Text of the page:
Knitting Patterns: A new guide to pattern writing

The Beginner's Guide to Writing Knitting Patterns

The Beginner’s Guide to Writing Knitting Patterns

Have you written any knitting patterns? I have, and it’s not easy! I have four or five patterns out there, and there’s a lot that goes into each one. When I wrote my first pattern, the Winding River Cowl, it took me forever. I thought I had everything done correctly, but when I heard back from the editor, I’d made a few mistakes. Such as not listing the yardage of the yarn used. Rookie move!

One of the designers I admire most, Kate Atherley, has written a new book, The Beginner’s Guide to Writing Patterns and boy do I wish I’d had it when I was working on my first designs!

I admire Kate because she has a Pure Mathematics degree, and that is scary to me, but also super cool, and she’s a great sock designer (have you seen Custom Socks? It’s awesome.)

I thought I’d let Kate introduce her new book, so here she is!

A Guide to Writing Knitting Patterns

This book is a guide to writing knitting patterns: how to translate your great knitting project into a set of instructions that any other knitter can follow.

I provide concrete guidelines, with lots of examples, on topics including:

  • what information needs to be included in a knitting pattern;
  • how to properly and clearly communicate sizing and measurement information;
  • what schematics are, why you need them, and how to create them;
  • how to use charts and written instructions to express  special pattern stitches such as cables and lace;
  • stitch nomenclature (especially related to cables), abbreviations, and glossaries;
  • how to handle multiple sizes and versions;
  • use of brackets and * to indicate repeats;
  • how to establish a personal style sheet;
  • and much more!

I discuss technical editing and test knitting—what they are, why they’re important, and when they need to be done. I give tips for designers who wish to self-publish, and for those preparing submissions to a publication.

In addition, I’ve provided a master template—both in printed and digital form—that you can use as a starting point for your patterns.

Why Does Good Pattern Writing Matter?

It’s simple: Good pattern writing matters because we want knitters to keep knitting. Specifically, you want knitters to keep knitting your pattern—to finish the project they started.

Learn how to take photos for your pattern writing!

Kate shows you the difference between an enticing project photo and, uh, not.

You want knitters to keep knitting your patterns—so that if they buy and make one of your designs, they buy and make others. You and I want knitters to keep knitting so that they buy more patterns—supporting you, and providing me with ongoing technical editing work.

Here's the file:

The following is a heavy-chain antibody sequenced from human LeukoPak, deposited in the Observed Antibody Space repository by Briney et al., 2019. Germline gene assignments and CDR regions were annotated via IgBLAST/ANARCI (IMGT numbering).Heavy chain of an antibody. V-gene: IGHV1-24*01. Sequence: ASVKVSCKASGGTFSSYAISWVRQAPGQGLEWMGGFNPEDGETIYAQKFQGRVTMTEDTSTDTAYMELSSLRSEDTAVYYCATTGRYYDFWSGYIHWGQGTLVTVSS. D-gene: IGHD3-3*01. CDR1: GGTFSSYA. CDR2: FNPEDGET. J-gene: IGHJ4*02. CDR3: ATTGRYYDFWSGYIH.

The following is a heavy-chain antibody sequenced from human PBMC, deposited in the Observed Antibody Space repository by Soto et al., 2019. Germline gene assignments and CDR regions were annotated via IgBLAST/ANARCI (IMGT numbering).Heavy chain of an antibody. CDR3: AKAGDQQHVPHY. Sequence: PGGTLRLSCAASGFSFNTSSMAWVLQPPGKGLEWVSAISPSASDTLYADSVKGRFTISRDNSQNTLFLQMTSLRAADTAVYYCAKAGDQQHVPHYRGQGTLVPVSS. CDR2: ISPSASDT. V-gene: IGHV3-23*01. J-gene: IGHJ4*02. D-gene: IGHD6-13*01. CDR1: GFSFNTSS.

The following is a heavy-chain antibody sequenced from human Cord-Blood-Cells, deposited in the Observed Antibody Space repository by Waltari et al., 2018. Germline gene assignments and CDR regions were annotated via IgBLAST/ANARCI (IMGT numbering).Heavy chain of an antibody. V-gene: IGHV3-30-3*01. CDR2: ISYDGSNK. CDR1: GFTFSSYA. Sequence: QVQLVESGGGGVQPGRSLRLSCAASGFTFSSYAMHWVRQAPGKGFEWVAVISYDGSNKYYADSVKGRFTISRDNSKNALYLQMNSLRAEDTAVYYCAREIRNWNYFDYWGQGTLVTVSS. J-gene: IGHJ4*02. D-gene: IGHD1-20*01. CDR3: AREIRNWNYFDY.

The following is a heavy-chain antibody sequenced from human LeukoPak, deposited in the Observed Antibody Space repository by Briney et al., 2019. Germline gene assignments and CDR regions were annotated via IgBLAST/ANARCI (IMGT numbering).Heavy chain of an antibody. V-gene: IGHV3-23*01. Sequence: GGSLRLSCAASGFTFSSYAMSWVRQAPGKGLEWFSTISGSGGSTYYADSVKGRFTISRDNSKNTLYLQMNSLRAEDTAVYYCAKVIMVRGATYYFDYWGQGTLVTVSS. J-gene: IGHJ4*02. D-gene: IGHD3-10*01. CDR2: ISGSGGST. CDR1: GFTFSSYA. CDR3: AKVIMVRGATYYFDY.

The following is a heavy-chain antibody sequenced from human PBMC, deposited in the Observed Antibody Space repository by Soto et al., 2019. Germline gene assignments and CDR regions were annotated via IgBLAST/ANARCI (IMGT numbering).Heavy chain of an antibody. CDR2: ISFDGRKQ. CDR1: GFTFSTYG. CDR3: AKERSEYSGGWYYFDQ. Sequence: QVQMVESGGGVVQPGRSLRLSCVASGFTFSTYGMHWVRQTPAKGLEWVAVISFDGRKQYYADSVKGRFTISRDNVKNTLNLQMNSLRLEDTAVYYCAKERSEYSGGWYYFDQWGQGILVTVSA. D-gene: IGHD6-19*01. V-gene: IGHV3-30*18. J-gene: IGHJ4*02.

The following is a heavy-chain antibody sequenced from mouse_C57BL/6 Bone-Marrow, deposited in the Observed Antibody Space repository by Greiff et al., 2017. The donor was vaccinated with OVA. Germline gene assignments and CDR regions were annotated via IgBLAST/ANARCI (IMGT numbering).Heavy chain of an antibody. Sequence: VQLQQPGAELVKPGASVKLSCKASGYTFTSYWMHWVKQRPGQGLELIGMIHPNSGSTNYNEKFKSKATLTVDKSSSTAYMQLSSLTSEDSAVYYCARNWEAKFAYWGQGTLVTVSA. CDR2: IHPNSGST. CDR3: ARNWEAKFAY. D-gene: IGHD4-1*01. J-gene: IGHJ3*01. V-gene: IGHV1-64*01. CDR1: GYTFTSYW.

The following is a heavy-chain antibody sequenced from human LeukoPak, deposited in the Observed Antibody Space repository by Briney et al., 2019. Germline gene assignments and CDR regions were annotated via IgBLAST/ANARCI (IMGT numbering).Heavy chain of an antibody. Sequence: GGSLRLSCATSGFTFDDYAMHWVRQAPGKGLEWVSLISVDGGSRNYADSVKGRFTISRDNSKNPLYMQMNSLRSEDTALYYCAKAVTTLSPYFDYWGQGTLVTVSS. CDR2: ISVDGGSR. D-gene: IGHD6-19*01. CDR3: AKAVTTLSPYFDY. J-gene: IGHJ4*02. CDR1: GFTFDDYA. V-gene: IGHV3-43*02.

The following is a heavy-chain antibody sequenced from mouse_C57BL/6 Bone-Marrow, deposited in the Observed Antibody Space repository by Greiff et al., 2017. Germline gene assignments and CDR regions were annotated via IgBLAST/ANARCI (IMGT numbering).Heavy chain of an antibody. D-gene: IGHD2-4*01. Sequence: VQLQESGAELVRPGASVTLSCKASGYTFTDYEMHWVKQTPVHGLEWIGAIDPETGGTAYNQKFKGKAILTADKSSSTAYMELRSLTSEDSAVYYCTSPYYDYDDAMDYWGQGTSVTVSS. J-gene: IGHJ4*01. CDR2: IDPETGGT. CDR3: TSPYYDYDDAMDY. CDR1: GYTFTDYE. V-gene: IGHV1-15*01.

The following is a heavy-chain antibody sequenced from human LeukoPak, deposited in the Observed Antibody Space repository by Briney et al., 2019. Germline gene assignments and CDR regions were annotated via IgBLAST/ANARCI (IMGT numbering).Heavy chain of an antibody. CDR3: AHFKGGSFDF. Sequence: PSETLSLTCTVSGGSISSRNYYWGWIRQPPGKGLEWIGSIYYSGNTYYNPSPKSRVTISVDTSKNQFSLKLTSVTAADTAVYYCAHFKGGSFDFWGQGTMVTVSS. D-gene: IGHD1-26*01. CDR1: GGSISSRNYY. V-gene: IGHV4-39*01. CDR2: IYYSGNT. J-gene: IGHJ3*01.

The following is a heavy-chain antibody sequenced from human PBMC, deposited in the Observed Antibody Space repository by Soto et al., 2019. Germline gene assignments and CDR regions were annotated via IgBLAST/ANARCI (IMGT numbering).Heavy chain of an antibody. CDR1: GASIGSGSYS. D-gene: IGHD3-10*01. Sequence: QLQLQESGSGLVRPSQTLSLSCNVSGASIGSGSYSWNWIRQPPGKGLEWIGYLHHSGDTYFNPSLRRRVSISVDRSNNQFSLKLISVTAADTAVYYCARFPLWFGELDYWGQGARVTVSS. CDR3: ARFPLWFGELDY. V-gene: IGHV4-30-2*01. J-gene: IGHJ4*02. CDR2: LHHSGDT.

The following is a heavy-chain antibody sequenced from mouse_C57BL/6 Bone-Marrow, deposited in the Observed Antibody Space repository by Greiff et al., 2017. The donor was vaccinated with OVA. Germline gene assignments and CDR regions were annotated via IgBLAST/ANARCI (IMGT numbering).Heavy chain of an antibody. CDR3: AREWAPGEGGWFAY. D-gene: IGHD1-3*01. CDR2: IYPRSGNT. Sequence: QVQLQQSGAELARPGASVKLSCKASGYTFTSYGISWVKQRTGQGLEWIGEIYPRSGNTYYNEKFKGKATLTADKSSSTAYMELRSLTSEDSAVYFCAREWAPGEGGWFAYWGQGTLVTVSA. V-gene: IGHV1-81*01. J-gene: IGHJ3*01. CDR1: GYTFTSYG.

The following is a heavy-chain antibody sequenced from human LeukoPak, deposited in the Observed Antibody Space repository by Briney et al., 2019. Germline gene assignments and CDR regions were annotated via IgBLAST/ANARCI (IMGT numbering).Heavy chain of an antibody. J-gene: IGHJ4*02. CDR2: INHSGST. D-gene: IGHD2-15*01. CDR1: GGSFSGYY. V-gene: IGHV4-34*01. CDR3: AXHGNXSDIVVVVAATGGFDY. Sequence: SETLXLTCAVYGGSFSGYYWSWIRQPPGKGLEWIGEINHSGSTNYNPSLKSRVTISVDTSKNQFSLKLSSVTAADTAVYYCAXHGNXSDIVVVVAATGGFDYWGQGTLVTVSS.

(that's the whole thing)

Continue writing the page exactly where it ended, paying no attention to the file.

The best way to keep knitters knitting is to make sure they’re enjoying it. And the best way to make sure they’re enjoying it is to make sure it’s easy and fun. The biggest part of that is to make sure patterns are clear and correct and easy and fun to work from.

Whether you’re giving away your patterns for free, selling them, or submitting them to publications, you want everyone to enjoy your pattern: to enjoy looking at it, working from it, and showing off the finished project. And it’s not just about knitters, it’s also about book and magazine editors. The better your patterns, the more likely they are to accept your designs and seek you out for future work.

This book aims to teach you everything you need to know to write high-quality patterns that will keep both knitters and editors happy.

—Kate Atherley, from The Beginners Guide to Writing Patterns

I really like the part about why good pattern writing is important. Haven’t we all knit from a poorly written pattern? It’s so darn frustrating!

Kate tells a funny story, called Typos I Have Known: There was the infamous “safety pint.” It was in a lace pattern, a shawl for beginners. I often suggest that until the pattern is clearly established, knitters put a safety pin in the RS of the fabric so they can more easily identify RS from WS. My tech editor, who has a well-developed sense of humor, suggested that if the knitter needed to have a beer on hand, it perhaps was more difficult than I intended.

The safety pint. I see nothing wrong with that as a knitting tool.

If you’re interested in writing knitting patterns, you have to get The Beginners Guide to Writing Patterns! It’ll be invaluable to you on your journey.



P.S. Have you written any patterns? Leave a comment below and share your experience!


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